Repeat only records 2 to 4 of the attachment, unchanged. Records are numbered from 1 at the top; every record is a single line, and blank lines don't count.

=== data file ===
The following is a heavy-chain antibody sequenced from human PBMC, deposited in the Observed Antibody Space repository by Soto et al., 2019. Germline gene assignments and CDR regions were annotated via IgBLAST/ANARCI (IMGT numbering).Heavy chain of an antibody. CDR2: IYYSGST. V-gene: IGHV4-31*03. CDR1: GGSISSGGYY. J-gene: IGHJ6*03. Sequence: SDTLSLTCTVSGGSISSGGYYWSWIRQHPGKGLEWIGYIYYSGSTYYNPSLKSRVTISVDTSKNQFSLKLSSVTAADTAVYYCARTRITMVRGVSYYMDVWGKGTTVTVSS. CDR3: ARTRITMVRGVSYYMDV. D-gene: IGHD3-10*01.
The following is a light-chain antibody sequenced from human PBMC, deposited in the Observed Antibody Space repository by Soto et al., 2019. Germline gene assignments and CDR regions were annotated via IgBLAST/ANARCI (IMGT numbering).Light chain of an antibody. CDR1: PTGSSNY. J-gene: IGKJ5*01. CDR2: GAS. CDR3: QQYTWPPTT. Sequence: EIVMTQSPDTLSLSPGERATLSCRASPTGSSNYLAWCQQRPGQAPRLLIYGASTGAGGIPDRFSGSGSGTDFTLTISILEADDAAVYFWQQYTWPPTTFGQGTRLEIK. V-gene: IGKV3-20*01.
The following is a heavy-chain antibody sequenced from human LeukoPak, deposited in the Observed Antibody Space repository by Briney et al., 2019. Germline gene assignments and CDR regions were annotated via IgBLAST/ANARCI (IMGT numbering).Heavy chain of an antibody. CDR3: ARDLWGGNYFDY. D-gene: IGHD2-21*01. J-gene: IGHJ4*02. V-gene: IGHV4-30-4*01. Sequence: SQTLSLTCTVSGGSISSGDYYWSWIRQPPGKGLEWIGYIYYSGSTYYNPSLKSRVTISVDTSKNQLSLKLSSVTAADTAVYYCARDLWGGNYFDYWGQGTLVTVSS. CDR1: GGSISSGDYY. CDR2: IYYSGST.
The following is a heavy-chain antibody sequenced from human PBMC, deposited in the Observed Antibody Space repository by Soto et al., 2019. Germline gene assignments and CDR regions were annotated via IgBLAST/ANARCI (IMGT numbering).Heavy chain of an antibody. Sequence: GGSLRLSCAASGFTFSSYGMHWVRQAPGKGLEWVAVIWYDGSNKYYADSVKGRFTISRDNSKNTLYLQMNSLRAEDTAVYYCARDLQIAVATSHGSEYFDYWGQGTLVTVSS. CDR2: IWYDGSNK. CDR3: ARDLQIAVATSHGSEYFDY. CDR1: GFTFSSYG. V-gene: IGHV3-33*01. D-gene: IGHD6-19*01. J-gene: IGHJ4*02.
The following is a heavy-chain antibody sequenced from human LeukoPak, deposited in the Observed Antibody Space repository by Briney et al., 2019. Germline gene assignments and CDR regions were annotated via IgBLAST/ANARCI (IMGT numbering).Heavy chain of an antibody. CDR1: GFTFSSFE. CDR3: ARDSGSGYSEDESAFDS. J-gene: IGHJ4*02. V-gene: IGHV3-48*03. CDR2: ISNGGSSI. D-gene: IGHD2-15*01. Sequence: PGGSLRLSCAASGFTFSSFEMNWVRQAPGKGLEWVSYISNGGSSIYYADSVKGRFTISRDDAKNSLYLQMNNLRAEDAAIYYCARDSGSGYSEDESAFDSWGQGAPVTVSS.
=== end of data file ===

The following is a light-chain antibody sequenced from human PBMC, deposited in the Observed Antibody Space repository by Soto et al., 2019. Germline gene assignments and CDR regions were annotated via IgBLAST/ANARCI (IMGT numbering).Light chain of an antibody. CDR1: PTGSSNY. J-gene: IGKJ5*01. CDR2: GAS. CDR3: QQYTWPPTT. Sequence: EIVMTQSPDTLSLSPGERATLSCRASPTGSSNYLAWCQQRPGQAPRLLIYGASTGAGGIPDRFSGSGSGTDFTLTISILEADDAAVYFWQQYTWPPTTFGQGTRLEIK. V-gene: IGKV3-20*01.
The following is a heavy-chain antibody sequenced from human LeukoPak, deposited in the Observed Antibody Space repository by Briney et al., 2019. Germline gene assignments and CDR regions were annotated via IgBLAST/ANARCI (IMGT numbering).Heavy chain of an antibody. CDR3: ARDLWGGNYFDY. D-gene: IGHD2-21*01. J-gene: IGHJ4*02. V-gene: IGHV4-30-4*01. Sequence: SQTLSLTCTVSGGSISSGDYYWSWIRQPPGKGLEWIGYIYYSGSTYYNPSLKSRVTISVDTSKNQLSLKLSSVTAADTAVYYCARDLWGGNYFDYWGQGTLVTVSS. CDR1: GGSISSGDYY. CDR2: IYYSGST.
The following is a heavy-chain antibody sequenced from human PBMC, deposited in the Observed Antibody Space repository by Soto et al., 2019. Germline gene assignments and CDR regions were annotated via IgBLAST/ANARCI (IMGT numbering).Heavy chain of an antibody. Sequence: GGSLRLSCAASGFTFSSYGMHWVRQAPGKGLEWVAVIWYDGSNKYYADSVKGRFTISRDNSKNTLYLQMNSLRAEDTAVYYCARDLQIAVATSHGSEYFDYWGQGTLVTVSS. CDR2: IWYDGSNK. CDR3: ARDLQIAVATSHGSEYFDY. CDR1: GFTFSSYG. V-gene: IGHV3-33*01. D-gene: IGHD6-19*01. J-gene: IGHJ4*02.